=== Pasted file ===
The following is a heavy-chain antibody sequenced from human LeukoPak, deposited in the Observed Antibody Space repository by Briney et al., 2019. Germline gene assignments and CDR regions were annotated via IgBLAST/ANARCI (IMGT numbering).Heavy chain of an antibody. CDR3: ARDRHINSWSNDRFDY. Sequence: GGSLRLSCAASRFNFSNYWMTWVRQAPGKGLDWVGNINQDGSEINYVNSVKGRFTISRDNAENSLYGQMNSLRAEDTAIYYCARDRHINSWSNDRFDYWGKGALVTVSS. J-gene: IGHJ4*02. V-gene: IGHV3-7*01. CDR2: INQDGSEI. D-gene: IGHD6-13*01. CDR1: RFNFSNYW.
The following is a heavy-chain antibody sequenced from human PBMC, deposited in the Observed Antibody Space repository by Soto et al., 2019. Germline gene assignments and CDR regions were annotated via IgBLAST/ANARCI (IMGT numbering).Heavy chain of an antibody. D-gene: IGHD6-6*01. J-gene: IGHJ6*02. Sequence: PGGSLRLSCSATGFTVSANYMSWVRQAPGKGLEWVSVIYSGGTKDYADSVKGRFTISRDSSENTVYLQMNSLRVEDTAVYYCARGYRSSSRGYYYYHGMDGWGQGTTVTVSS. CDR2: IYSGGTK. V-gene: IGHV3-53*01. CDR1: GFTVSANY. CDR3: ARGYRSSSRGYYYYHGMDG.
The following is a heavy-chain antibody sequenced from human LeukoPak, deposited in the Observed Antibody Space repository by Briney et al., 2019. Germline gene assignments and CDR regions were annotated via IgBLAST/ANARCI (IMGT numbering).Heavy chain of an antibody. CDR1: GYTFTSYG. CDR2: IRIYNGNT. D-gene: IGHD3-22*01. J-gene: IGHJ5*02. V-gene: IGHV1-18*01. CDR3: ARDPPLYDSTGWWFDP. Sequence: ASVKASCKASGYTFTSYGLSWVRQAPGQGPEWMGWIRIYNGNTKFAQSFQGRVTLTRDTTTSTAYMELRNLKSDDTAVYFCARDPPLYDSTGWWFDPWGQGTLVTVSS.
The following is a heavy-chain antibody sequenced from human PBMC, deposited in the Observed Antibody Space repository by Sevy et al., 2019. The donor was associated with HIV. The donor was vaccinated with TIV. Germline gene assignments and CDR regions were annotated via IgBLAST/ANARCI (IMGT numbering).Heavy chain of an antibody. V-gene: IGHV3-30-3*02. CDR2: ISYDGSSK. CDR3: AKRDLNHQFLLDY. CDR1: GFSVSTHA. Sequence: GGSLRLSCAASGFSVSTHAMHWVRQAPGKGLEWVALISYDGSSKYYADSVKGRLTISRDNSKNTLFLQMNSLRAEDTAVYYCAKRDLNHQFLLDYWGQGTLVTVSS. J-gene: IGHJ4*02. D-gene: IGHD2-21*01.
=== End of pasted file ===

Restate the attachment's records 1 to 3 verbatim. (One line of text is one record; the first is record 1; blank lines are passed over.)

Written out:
The following is a heavy-chain antibody sequenced from human LeukoPak, deposited in the Observed Antibody Space repository by Briney et al., 2019. Germline gene assignments and CDR regions were annotated via IgBLAST/ANARCI (IMGT numbering).Heavy chain of an antibody. CDR3: ARDRHINSWSNDRFDY. Sequence: GGSLRLSCAASRFNFSNYWMTWVRQAPGKGLDWVGNINQDGSEINYVNSVKGRFTISRDNAENSLYGQMNSLRAEDTAIYYCARDRHINSWSNDRFDYWGKGALVTVSS. J-gene: IGHJ4*02. V-gene: IGHV3-7*01. CDR2: INQDGSEI. D-gene: IGHD6-13*01. CDR1: RFNFSNYW.
The following is a heavy-chain antibody sequenced from human PBMC, deposited in the Observed Antibody Space repository by Soto et al., 2019. Germline gene assignments and CDR regions were annotated via IgBLAST/ANARCI (IMGT numbering).Heavy chain of an antibody. D-gene: IGHD6-6*01. J-gene: IGHJ6*02. Sequence: PGGSLRLSCSATGFTVSANYMSWVRQAPGKGLEWVSVIYSGGTKDYADSVKGRFTISRDSSENTVYLQMNSLRVEDTAVYYCARGYRSSSRGYYYYHGMDGWGQGTTVTVSS. CDR2: IYSGGTK. V-gene: IGHV3-53*01. CDR1: GFTVSANY. CDR3: ARGYRSSSRGYYYYHGMDG.
The following is a heavy-chain antibody sequenced from human LeukoPak, deposited in the Observed Antibody Space repository by Briney et al., 2019. Germline gene assignments and CDR regions were annotated via IgBLAST/ANARCI (IMGT numbering).Heavy chain of an antibody. CDR1: GYTFTSYG. CDR2: IRIYNGNT. D-gene: IGHD3-22*01. J-gene: IGHJ5*02. V-gene: IGHV1-18*01. CDR3: ARDPPLYDSTGWWFDP. Sequence: ASVKASCKASGYTFTSYGLSWVRQAPGQGPEWMGWIRIYNGNTKFAQSFQGRVTLTRDTTTSTAYMELRNLKSDDTAVYFCARDPPLYDSTGWWFDPWGQGTLVTVSS.